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Building an ME/CFS Research Initiative at NIH that Works: a Community Approach

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By Courtney Miller

Uniting the ME/CFS community is not easy, but it has never been more important than right now. One thing we all agree on is the urgent need for vastly increased funding at the National Institutes of Health, our nation’s scientific research machine. When two federally funded reports told NIH that there was an “urgent need” to invest in ME/CFS research, a number of advocates seized the opportunity to push even harder for substantive change.

Among the efforts, a recent one was aimed at demonstrating consensus among advocacy groups on a platform of immediate next steps toward full funding at NIH. I worked with many ME/CFS advocacy organizations to fashion a 5-point platform for next steps at NIH and, with endorsement of a broad set of groups, sent it to Secretary of Health Burwell and NIH Director Collins in September.

The 1-page platform [see below] builds on engagement by patients, experts and advocates since the release of the IOM and P2P reports. Last spring, more than 500 patients and caregivers sent emails to Secretary Burwell and Director Collins highlighting the “urgent need for research” validated by both panels, calling on them for equal funding. CFSAC, with significant input from advocates, made recommendations to operationalize the IOM report and much more. SolveMECFS hosted a Congressional Briefing with Morgan Fairchild, among other things, and advocates engaged meaningfully with the Senate Appropriations Committee after it zeroed the minuscule funds earmarked to CFS in the CDC budget. MEAction is a welcome new force in catalyzing patient engagement.

The confluence of the two federal reports, the results of the Lipkin/Hornig immune studies, and numerous powerful media stories have created a demand for change that that has rarely been seen before.

I believe it is important to demonstrate our unity, to show the Secretary and NIH at every turn that we are united in our goal of equal funding for the science that can diagnose, treat and cure our disease. The more we act in concert, the more we will achieve.

To: Secretary of Health and Human Services Sylvia Burwell; National Institutes of Health Director Francis Collins
Building an ME/CFS Research Initiative at NIH that Works: a Community Approach
The ME/CFS community is united in its goal of NIH funding commensurate with the burden and costs of our disease, and on par with research funding for diseases like Multiple Sclerosis. The recent reports by the Institute of Medicine and NIH Pathways to Prevention Program validate the “urgent need” to research ME/CFS. They are a call to action.
We understand NIH is evaluating next steps in addressing the gaps in ME/CFS science. We believe the following elements are essential and immediate next steps for NIH to build an ME/CFS initiative that catalyzes recent advances and works for the long term to return more than one million Americans to health. They are consistent with the blueprint outlined in the Pathways to Prevention report and recommendations from the Secretary’s Chronic Fatigue Syndrome Advisory Committee.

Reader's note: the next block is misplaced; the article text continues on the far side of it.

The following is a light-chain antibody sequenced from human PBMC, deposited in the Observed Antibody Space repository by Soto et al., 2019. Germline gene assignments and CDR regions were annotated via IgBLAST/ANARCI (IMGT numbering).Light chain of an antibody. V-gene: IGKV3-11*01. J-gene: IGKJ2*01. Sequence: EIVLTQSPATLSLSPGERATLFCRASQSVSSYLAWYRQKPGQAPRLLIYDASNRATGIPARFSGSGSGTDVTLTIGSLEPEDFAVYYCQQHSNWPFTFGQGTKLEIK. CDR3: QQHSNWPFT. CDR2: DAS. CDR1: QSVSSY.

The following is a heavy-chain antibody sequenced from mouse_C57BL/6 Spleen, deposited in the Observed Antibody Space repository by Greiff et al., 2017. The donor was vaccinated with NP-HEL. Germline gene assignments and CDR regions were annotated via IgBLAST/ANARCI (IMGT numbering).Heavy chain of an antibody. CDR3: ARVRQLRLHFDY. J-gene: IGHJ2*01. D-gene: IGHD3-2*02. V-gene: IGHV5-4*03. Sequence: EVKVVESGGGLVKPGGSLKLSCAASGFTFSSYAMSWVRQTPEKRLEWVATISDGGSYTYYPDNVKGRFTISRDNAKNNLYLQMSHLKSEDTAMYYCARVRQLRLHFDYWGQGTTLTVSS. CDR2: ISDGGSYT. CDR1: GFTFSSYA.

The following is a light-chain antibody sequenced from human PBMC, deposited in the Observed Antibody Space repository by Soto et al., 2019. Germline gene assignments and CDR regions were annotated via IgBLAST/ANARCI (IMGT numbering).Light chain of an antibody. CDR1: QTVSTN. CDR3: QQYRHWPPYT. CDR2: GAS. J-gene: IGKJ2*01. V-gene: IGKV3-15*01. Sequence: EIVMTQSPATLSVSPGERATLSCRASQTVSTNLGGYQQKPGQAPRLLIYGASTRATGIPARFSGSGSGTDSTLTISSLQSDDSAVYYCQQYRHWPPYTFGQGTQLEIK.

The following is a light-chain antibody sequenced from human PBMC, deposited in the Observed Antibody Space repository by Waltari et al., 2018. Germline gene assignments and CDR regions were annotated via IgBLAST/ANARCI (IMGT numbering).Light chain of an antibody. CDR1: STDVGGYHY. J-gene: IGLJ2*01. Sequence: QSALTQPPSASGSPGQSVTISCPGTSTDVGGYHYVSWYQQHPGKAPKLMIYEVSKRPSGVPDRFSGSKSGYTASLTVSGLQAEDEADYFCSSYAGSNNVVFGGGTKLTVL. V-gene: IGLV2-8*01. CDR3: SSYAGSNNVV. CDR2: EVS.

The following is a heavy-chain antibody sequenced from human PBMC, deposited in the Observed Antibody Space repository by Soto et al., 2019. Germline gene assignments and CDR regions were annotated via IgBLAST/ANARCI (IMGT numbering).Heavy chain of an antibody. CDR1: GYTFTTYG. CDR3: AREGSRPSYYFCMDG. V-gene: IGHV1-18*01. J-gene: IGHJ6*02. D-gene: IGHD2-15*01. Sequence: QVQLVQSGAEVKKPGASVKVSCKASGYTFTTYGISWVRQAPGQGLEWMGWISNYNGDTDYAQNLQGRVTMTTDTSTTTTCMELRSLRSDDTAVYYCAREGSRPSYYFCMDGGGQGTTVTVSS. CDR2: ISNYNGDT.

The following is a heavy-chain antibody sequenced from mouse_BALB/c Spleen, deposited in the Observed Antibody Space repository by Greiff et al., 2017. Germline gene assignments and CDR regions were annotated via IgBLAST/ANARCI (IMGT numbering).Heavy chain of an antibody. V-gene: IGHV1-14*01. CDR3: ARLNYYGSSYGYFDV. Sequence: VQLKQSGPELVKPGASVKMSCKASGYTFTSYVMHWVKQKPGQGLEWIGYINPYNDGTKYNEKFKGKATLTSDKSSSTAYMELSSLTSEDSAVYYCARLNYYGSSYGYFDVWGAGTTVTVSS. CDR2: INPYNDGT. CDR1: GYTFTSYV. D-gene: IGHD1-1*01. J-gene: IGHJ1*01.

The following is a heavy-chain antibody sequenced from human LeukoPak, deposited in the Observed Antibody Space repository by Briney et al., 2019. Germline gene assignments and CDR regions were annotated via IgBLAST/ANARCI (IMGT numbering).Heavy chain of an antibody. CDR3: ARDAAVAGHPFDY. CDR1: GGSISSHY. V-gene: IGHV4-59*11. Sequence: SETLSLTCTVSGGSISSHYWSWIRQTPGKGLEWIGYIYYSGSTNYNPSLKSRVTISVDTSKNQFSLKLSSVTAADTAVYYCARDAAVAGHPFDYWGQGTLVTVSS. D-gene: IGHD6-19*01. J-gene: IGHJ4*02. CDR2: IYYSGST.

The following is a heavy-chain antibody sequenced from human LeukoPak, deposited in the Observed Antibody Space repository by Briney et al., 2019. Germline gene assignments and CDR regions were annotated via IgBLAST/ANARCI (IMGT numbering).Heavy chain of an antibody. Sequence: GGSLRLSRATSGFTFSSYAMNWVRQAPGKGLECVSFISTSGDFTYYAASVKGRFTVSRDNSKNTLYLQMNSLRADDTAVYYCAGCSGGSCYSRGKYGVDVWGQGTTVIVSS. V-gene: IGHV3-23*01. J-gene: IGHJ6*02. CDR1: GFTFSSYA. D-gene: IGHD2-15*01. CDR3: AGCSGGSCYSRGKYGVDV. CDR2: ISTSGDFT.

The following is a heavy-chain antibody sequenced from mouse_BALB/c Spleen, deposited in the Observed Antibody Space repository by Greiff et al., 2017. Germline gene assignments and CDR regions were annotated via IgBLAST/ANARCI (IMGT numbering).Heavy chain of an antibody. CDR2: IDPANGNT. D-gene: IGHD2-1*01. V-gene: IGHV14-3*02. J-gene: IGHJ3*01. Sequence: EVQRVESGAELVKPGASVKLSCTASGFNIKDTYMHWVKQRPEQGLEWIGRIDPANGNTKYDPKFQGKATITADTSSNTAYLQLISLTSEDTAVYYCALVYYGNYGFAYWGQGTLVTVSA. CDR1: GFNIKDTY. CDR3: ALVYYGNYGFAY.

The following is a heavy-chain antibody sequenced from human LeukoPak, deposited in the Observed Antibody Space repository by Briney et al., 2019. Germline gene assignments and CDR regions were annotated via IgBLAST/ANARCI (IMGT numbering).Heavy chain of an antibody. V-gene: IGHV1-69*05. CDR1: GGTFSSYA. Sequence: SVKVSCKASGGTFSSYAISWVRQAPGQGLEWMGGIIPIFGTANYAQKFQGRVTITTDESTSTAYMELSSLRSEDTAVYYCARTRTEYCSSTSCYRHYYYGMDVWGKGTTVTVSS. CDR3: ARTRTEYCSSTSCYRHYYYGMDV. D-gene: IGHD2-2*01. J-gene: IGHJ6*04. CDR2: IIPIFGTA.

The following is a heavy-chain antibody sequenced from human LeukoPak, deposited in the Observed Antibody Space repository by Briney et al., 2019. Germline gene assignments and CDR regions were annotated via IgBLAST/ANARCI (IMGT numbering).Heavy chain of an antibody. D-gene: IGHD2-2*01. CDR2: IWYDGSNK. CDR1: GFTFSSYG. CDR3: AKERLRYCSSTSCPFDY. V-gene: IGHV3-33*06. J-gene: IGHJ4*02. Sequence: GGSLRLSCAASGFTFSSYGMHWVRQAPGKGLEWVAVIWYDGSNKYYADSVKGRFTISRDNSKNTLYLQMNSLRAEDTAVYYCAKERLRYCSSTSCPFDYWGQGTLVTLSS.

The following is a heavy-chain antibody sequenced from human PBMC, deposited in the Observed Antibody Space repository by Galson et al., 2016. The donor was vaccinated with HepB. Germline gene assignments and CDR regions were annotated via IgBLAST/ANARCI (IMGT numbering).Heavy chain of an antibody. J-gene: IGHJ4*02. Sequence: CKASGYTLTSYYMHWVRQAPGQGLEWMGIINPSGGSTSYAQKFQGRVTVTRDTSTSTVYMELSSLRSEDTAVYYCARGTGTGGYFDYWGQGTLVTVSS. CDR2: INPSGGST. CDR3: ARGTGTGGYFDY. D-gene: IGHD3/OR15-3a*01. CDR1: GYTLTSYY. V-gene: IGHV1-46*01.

Essential, Immediate Steps for NIH to Build an ME/CFS Research Initiative that Works:
1. Assign ME/CFS to a strong, well-funded Institute like NINDS, to enable strategic planning and structural accountability.
2. Fund a mix of intramural and extramural research (as NIH does for Multiple Sclerosis and scores of other diseases), including a focus on identifying diagnostic biomarkers.
3. Form and fund translational networks and centers of excellence, utilizing clinical experts in the field to build on recent collaborations and findings.
4. Design and fund clinical trials for drug development, so ME/CFS patients can have our AZT; government can catalyze private investment by the pharmaceutical industry; and scientists can study the responders.
5. Present a plan to ramp up funding to a per-patient level on par with Multiple Sclerosis over the next two to three years.
MS is a strong example that embodies the promise of scientific research at NIH. 30 years ago, MS – with similar symptoms – was stigmatized as ME/CFS is now. Today MS is treatable with one of 13 FDA-approved medications because of NIH-led science. This gives us great confidence in the power of the NIH.
With a strong investment in NIH research, ME/CFS patients are within reach of diagnostic tests and FDA-approved treatments. In 2012, President Obama asked NIH to elevate ME/CFS research, and the IOM and P2P reports provide the roadmap and scientific imperative. Together, let’s build an ME/CFS research initiative that works for patients' health and scientific advancement.


Courtney and Robert Miller (25-year patient), obtained Pres. Obama’s promise to elevate ME/CFS

Solve ME/CFS Initiative, Los Angeles, CA, national association

Health Rising, online patient community

Simmaron Research, Incline Village, NV

Massachusetts CFIDS/ME & FM Association, Quincy, MA

Open Medicine Foundation, Mountain View, CA

New Jersey ME/CFS Association, Florham, NJ

Chronic Fatigue Syndrome Research Center at Stanford University

ProHealth, online patient community

Myalgic Encephalomyelitis Action Network, online patient community

Workwell Foundation, Ripon, CA

Wisconsin ME and CFS Association, Inc.

ProHealth CBD Store


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